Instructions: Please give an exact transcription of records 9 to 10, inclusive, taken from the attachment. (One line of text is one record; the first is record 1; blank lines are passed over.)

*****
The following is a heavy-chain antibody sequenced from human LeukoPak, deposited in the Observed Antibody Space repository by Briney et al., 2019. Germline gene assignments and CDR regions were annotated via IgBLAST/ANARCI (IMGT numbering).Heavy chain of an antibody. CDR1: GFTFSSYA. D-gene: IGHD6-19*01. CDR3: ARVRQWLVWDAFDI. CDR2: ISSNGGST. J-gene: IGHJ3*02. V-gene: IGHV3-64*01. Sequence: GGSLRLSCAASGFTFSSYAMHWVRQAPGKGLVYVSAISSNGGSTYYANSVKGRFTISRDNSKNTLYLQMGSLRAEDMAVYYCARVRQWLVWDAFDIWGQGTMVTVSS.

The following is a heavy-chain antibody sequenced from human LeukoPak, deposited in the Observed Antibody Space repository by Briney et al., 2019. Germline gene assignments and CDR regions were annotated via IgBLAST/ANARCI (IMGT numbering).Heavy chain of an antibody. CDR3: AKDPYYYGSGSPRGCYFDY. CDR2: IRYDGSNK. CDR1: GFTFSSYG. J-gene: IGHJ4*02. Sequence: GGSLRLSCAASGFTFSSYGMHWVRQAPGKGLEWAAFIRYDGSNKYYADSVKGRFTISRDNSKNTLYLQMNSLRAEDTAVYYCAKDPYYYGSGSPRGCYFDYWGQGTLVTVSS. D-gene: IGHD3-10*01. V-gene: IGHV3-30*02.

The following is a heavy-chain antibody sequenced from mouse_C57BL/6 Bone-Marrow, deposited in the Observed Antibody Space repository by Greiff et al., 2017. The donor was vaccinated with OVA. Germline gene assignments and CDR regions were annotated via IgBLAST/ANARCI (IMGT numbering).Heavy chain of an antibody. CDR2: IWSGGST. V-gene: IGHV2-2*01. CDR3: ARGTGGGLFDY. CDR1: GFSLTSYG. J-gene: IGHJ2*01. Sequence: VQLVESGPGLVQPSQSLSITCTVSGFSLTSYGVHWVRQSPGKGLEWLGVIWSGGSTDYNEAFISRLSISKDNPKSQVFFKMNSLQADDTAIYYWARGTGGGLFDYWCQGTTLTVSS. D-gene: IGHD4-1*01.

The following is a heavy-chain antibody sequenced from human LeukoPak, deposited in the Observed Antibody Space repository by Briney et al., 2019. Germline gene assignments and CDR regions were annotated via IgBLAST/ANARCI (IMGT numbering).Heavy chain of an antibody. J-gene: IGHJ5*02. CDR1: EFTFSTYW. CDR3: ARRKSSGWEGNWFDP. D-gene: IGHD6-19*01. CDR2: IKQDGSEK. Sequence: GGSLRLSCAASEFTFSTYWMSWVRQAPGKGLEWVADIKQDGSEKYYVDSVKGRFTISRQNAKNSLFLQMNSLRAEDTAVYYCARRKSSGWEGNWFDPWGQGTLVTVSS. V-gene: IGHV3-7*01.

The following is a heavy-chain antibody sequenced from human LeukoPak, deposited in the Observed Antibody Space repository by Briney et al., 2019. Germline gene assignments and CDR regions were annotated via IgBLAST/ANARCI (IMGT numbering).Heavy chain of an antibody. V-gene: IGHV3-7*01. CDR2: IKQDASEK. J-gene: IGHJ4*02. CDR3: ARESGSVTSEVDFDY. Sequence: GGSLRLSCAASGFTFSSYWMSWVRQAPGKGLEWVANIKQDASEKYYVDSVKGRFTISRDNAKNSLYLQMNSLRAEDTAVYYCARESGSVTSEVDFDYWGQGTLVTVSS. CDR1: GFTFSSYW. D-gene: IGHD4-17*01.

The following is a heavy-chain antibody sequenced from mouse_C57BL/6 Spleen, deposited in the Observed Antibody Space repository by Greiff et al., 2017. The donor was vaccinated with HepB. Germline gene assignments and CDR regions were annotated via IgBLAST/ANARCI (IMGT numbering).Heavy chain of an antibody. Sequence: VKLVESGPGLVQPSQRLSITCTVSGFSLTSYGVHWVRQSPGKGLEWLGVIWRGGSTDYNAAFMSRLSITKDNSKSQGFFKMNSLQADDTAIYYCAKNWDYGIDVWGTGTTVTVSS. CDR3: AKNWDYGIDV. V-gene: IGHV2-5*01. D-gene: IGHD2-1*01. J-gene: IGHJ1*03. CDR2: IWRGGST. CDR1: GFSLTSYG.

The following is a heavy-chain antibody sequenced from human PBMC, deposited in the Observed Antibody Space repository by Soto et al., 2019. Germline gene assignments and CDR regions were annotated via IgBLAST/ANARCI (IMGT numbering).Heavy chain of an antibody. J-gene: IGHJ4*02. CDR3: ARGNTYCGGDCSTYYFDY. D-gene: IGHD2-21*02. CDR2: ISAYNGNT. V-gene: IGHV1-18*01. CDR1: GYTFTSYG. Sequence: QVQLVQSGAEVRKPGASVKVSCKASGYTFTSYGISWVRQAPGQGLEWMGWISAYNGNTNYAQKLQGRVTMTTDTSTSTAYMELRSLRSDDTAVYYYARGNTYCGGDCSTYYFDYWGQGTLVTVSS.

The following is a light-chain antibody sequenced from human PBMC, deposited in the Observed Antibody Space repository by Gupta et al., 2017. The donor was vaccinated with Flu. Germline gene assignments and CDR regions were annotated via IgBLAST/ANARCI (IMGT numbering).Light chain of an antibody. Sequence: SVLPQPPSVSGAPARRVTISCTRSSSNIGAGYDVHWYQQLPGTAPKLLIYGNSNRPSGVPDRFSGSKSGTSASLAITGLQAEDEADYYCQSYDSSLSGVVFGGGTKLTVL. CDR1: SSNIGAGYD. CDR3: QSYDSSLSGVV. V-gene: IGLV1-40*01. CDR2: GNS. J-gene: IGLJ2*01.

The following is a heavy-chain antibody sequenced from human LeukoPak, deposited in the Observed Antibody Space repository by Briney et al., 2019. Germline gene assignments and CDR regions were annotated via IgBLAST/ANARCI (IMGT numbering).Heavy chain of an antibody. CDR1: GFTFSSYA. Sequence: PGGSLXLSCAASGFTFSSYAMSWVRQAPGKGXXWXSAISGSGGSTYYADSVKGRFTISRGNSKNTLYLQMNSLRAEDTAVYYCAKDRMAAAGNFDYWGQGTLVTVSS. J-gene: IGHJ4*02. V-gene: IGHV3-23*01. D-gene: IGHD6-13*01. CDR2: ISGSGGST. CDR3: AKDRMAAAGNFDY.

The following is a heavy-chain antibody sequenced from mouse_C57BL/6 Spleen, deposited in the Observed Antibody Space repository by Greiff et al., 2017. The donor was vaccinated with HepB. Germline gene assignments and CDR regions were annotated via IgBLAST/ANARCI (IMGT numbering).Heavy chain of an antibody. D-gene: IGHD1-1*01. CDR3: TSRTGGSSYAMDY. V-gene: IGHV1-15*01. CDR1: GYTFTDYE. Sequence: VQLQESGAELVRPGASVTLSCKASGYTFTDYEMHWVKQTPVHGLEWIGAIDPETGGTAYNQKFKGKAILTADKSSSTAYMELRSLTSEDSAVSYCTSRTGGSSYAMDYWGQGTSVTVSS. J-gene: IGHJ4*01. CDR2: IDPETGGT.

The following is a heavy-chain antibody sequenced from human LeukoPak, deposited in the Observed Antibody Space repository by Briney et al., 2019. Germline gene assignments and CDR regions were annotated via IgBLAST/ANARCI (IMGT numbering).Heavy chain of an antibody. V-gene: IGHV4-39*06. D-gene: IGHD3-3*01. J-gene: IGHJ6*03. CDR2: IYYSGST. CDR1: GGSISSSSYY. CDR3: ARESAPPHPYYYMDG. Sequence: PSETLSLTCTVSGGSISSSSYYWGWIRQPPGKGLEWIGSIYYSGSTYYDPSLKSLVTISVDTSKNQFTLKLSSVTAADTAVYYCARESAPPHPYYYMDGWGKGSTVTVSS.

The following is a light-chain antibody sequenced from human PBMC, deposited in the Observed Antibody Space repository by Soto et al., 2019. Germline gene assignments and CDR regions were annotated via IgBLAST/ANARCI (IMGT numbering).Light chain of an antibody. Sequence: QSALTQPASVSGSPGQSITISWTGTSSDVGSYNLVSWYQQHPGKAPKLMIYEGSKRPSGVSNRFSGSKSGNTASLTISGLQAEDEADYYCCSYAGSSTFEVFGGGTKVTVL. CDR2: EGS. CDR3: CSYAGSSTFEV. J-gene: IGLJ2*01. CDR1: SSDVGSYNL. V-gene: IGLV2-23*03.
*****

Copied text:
The following is a heavy-chain antibody sequenced from human LeukoPak, deposited in the Observed Antibody Space repository by Briney et al., 2019. Germline gene assignments and CDR regions were annotated via IgBLAST/ANARCI (IMGT numbering).Heavy chain of an antibody. CDR1: GFTFSSYA. Sequence: PGGSLXLSCAASGFTFSSYAMSWVRQAPGKGXXWXSAISGSGGSTYYADSVKGRFTISRGNSKNTLYLQMNSLRAEDTAVYYCAKDRMAAAGNFDYWGQGTLVTVSS. J-gene: IGHJ4*02. V-gene: IGHV3-23*01. D-gene: IGHD6-13*01. CDR2: ISGSGGST. CDR3: AKDRMAAAGNFDY.

The following is a heavy-chain antibody sequenced from mouse_C57BL/6 Spleen, deposited in the Observed Antibody Space repository by Greiff et al., 2017. The donor was vaccinated with HepB. Germline gene assignments and CDR regions were annotated via IgBLAST/ANARCI (IMGT numbering).Heavy chain of an antibody. D-gene: IGHD1-1*01. CDR3: TSRTGGSSYAMDY. V-gene: IGHV1-15*01. CDR1: GYTFTDYE. Sequence: VQLQESGAELVRPGASVTLSCKASGYTFTDYEMHWVKQTPVHGLEWIGAIDPETGGTAYNQKFKGKAILTADKSSSTAYMELRSLTSEDSAVSYCTSRTGGSSYAMDYWGQGTSVTVSS. J-gene: IGHJ4*01. CDR2: IDPETGGT.